[Originally published in The Coloradoan on 3/9/12]
The ability to create interesting web pages today continues to advance as the specifications of the Internet languages we use evolves as well.
The foundational language of all web pages is HTML, or Hyper-Text Markup Language, and CSS, or Cascading style sheets. As I wrote last week on the latest in HTML, it seems appropriate to mention why the new features of CSS3 are so exciting.
CSS3 is the latest specification of the CSS language from the Worldwide Web Consortium, or W3C. This new version of CSS allows for many design elements to be coded through style sheets as never done before.
For example, in the past, the only way to create rounded corners of any division of your site was to use some image techniques, and trick users into letting them think the corners of a box were rounded. Now, with CSS3, there is a property available to handle this popular design element. No additional images are needed, which improves the site’s download speeds and makes for an easier page development.
In addition to rounded corners, there are other popular design features available in CSS3 such as shadows, gradients, opacity and much more.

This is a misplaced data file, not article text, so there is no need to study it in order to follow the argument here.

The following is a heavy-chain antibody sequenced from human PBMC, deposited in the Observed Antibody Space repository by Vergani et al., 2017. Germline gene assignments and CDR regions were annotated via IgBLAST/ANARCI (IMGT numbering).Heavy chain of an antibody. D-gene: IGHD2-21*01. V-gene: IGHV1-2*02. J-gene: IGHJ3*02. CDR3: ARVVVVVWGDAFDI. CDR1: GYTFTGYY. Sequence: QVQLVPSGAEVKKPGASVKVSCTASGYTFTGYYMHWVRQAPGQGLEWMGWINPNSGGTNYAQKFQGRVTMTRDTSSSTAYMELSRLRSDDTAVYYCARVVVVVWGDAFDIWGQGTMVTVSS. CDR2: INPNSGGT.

What is an even better advantage of the use of these new properties is that CSS3 allows certain design elements, that would have had to have been created as an image in the past to display properly, to now be displayable as plain text.
And plain text is searchable for search engines such as Google or Bing, which means your page will have a higher ranking. This is a huge bonus for any person or business interested in improving their Search Engine Optimization.
The only disadvantage to these new CSS3 rules is that some older browsers, most notably Internet Explorer, will not understand the new rules and, therefore, cannot display them as intended.
But, as long as you use techniques for graceful degradation, which means allowing the CSS code to degrade to older properties while still looking good in a browser, then your page will not suffer.
For examples of how to use these new CSS properties, you can visit www.css3please.com to test the properties in real time.
As with HTML5, the new features of CSS3 have added a whole new level of excitement to the web development world. I am always amazed at what people can do with CSS coding on the web, and this new set of tools will allow all web designers to show off their creative talents that much more.
Stu Crair is the owner and lead trainer at Digital Workshop Center, providing digital arts and computer training instruction in Fort Collins. Call him at (970) 980-8091 or emai firstname.lastname@example.org.